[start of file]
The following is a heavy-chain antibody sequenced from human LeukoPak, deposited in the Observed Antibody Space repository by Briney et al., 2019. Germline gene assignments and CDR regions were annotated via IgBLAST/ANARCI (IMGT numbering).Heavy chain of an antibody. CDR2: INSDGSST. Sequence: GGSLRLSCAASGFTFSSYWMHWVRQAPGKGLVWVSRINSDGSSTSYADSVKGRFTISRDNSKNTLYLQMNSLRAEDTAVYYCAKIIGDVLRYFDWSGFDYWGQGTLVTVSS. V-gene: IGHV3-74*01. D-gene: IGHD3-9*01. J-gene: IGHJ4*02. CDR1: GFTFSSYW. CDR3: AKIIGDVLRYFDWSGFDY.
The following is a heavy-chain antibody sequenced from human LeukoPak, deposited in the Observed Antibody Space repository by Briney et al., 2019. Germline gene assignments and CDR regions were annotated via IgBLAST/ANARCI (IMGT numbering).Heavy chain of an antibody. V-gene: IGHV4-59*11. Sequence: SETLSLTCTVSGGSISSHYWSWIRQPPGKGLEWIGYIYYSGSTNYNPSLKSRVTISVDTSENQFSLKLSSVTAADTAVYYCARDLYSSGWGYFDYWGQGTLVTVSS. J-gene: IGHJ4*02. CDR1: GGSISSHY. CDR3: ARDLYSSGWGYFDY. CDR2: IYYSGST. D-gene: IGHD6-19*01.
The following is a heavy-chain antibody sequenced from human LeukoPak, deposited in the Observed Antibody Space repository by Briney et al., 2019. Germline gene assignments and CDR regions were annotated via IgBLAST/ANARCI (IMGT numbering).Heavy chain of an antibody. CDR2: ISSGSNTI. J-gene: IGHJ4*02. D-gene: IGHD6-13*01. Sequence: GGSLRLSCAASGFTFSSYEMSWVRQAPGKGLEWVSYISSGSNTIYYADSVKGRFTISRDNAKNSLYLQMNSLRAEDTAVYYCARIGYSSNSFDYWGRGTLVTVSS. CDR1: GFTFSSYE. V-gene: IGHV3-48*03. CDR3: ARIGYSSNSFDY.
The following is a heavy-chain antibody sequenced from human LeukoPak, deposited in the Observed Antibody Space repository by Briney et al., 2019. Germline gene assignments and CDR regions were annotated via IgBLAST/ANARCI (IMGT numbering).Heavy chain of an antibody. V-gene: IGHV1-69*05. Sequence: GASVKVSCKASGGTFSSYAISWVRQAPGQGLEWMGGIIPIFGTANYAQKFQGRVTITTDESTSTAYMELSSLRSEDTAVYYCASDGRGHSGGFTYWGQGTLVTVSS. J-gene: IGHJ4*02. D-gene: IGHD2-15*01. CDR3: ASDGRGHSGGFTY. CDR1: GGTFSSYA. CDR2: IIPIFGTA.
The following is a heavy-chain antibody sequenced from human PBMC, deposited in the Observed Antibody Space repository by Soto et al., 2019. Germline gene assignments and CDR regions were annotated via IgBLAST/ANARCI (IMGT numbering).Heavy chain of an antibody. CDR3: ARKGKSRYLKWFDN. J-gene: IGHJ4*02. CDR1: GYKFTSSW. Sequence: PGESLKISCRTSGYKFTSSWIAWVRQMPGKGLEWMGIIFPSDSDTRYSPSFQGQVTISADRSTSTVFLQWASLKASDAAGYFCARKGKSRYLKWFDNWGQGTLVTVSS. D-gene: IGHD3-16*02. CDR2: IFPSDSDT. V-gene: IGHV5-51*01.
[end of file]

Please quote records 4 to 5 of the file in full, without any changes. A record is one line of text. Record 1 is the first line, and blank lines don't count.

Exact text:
The following is a heavy-chain antibody sequenced from human LeukoPak, deposited in the Observed Antibody Space repository by Briney et al., 2019. Germline gene assignments and CDR regions were annotated via IgBLAST/ANARCI (IMGT numbering).Heavy chain of an antibody. V-gene: IGHV1-69*05. Sequence: GASVKVSCKASGGTFSSYAISWVRQAPGQGLEWMGGIIPIFGTANYAQKFQGRVTITTDESTSTAYMELSSLRSEDTAVYYCASDGRGHSGGFTYWGQGTLVTVSS. J-gene: IGHJ4*02. D-gene: IGHD2-15*01. CDR3: ASDGRGHSGGFTY. CDR1: GGTFSSYA. CDR2: IIPIFGTA.
The following is a heavy-chain antibody sequenced from human PBMC, deposited in the Observed Antibody Space repository by Soto et al., 2019. Germline gene assignments and CDR regions were annotated via IgBLAST/ANARCI (IMGT numbering).Heavy chain of an antibody. CDR3: ARKGKSRYLKWFDN. J-gene: IGHJ4*02. CDR1: GYKFTSSW. Sequence: PGESLKISCRTSGYKFTSSWIAWVRQMPGKGLEWMGIIFPSDSDTRYSPSFQGQVTISADRSTSTVFLQWASLKASDAAGYFCARKGKSRYLKWFDNWGQGTLVTVSS. D-gene: IGHD3-16*02. CDR2: IFPSDSDT. V-gene: IGHV5-51*01.